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What Does Your Body Language Tell Clients?
Make sure your body language aligns with what you’re saying to clients. Here are some nonverbal cues that affect how you’re perceived.
December 8, 2016
Stacey Hanke fired a few real estate agents during her recent search for a Chicago condo — and it was the body language they displayed that led to the death of their business dealings.
For instance, one agent had robotic motions, giving off the impression that was only there because she needed to be there and not because she wanted to help. Another kept talking even when Hanke had already walked out the door.
Because body language speaks louder than words, real estate professionals need to be cognizant of how they’re expressing themselves. Good body language can express a positive attitude and confidence, while negative body language can communicate insecurities or apathy, which can be devastating to a working relationship and for an agent’s livelihood.
“The better we understand body language in ourselves — our posture, our eye contact, and more — the better we are able to reach our listeners,” says Hanke, owner of Stacey Hanke Inc. in Chicago, where she helps professionals (including real estate brokers) with their presence and influence in the business world. A big part of her training focuses on nonverbal communication skills. Here are some points that Hanke and other body language experts say brokers and agents should consider when it comes to body language and its effect on how people perceive you.
First Impressions Can Be Everything
There is a disconnect between what some people believe their body language says with what is really happening, Hanke says. This is especially true during an initial meeting, where they first impression you make is the most crucial.
You have just a few seconds to get in the mood you want to project, says Carol Kinsey Goman, author of The Silent Language of Leaders and The Nonverbal Advantage. She also is an executive coach and keynote speaker through Kinsey Consulting Service in Berkeley, Calif. “People look at your face and get all sorts of information about what is really going on,” she says, adding that sometimes they get that information subconsciously. For instance, a beaming smile is less influential than a slow onset smile. Your smile should grow as you get closer to the person.
The Importance of Your Handshake and a Touch
Touch is the most primitive and powerful body language, Goman says. If you can touch someone on the shoulder for one-fortieth of a second, you create something called the compliance effect, where an individual does what someone else wants them to do, following his or her request or suggestion. For instance, Goman says research from psychologists April Crusco and Christopher Wetzel shows that if a waiter gently touches someone on the shoulder lightly as they returned their change, their tip goes up.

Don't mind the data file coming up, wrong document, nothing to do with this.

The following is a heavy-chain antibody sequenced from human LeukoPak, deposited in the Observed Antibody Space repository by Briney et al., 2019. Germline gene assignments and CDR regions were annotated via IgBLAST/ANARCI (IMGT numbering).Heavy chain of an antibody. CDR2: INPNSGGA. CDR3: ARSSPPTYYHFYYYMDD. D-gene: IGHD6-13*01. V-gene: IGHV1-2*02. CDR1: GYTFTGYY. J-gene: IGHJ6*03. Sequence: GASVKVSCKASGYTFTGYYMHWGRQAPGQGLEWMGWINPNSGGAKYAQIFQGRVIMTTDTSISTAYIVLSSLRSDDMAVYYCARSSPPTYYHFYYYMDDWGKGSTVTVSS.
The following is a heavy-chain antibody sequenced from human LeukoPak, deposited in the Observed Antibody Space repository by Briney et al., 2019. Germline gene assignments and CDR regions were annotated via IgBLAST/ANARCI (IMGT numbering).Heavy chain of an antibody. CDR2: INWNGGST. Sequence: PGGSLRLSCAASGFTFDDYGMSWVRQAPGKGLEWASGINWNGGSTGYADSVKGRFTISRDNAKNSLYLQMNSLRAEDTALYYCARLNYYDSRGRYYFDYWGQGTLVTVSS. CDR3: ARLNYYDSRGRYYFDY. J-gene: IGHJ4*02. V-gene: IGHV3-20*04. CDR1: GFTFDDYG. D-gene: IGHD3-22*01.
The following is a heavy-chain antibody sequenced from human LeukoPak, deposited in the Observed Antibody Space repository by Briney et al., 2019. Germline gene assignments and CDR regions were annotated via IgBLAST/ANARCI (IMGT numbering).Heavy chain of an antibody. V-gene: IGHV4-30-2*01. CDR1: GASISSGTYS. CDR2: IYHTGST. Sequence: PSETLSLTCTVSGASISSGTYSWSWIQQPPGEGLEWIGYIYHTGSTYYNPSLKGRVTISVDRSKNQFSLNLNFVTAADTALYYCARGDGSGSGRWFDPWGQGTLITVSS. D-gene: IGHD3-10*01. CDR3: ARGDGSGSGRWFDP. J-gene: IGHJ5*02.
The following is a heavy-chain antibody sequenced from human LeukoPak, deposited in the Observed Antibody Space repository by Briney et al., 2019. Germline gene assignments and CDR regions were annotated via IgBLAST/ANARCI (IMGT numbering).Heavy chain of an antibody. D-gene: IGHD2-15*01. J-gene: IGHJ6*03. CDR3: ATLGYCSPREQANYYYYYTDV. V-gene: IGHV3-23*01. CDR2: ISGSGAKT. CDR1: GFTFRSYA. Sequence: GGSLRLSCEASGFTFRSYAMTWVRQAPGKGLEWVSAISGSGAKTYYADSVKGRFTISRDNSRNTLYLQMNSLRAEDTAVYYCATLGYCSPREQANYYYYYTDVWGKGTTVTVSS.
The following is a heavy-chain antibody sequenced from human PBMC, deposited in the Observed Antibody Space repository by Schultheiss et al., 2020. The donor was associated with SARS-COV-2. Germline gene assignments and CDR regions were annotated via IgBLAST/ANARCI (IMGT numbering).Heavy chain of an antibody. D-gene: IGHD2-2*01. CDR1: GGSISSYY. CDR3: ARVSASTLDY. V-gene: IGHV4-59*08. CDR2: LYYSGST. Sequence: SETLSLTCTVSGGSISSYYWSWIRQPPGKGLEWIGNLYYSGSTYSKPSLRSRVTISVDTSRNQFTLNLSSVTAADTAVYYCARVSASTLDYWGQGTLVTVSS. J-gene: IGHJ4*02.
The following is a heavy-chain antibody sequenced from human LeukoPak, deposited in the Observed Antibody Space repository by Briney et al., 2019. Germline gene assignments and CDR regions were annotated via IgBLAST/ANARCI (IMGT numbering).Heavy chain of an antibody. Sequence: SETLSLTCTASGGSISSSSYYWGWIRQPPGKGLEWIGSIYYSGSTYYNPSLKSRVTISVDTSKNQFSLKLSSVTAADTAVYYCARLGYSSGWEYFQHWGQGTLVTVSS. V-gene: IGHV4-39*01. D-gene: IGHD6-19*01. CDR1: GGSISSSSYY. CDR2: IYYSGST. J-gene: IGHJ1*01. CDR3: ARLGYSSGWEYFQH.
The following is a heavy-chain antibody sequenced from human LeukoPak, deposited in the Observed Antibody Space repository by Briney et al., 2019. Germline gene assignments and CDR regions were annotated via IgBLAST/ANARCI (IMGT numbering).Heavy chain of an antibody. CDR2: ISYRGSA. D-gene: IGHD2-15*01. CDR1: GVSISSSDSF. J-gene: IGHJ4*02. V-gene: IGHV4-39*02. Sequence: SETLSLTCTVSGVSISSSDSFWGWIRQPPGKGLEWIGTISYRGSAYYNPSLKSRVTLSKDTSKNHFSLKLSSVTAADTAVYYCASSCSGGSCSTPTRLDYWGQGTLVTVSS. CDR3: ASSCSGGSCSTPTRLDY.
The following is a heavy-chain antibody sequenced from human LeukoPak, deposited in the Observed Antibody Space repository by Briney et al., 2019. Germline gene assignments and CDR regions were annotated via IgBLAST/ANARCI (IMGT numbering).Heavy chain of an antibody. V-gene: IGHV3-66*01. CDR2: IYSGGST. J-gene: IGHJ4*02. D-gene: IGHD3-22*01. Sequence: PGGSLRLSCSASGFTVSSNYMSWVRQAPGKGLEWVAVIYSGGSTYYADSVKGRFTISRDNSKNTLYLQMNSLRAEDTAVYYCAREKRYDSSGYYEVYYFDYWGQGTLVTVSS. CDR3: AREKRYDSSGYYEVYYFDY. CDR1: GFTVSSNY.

Not suprisingly, the greeting of a handshake can be a powerful tool. A study by the Income Center for Trade Shows disclosed that people are two times more likely to remember you if you shake hands with them. Goman says that a good handshake begins by looking at the person in the eye, smiles in a positive and powerful way, and make sure your hand is right into the web of the other person’s hand. And when you end your handshake, don’t drop your gaze down, she says.
Adjust Your Body Language for Different People
Cathie Elliott, broker-owner at The Clarke Agency Inc. in Gunnison, Colo., says that after many years in the real estate industry, she has learned to adjust her body language depending on the customer.
For instance, when she senses that someone wants to look thoroughly through a house, she sticks close to them and does the tour more slowly than normal, explaining a lot of details. If she has a buyer who seems to joke around a lot, then she keeps everything light, with lots of smiles and a less businesslike tour while still being professional. “You can certainly tailor every showing depending on the person’s characteristics,” she says.
Make Your Posture Portray Positivity
If you align your body with the person you’re talking to, it shows you are engaged with what he or she is saying and doing. Also, you should approach them with your back straight but not stiff, and your shoulders should be relaxed so you don’t look too businesslike or uptight.
Unfold Your Arms and Legs
A study by body language researchers Allan and Barbara Pease discovered that people remember a lot more if they just sit with unfolded arms and legs. That means, if you are open to what your client is saying, you will remember more of their needs and wants.
Also, Hanke says, many real estate professionals have a tendency to talk too much instead of focusing on the person in front of them and what they are saying. “Just remember that if your body language is not consistent with your message, then your message becomes a distraction,” she explains.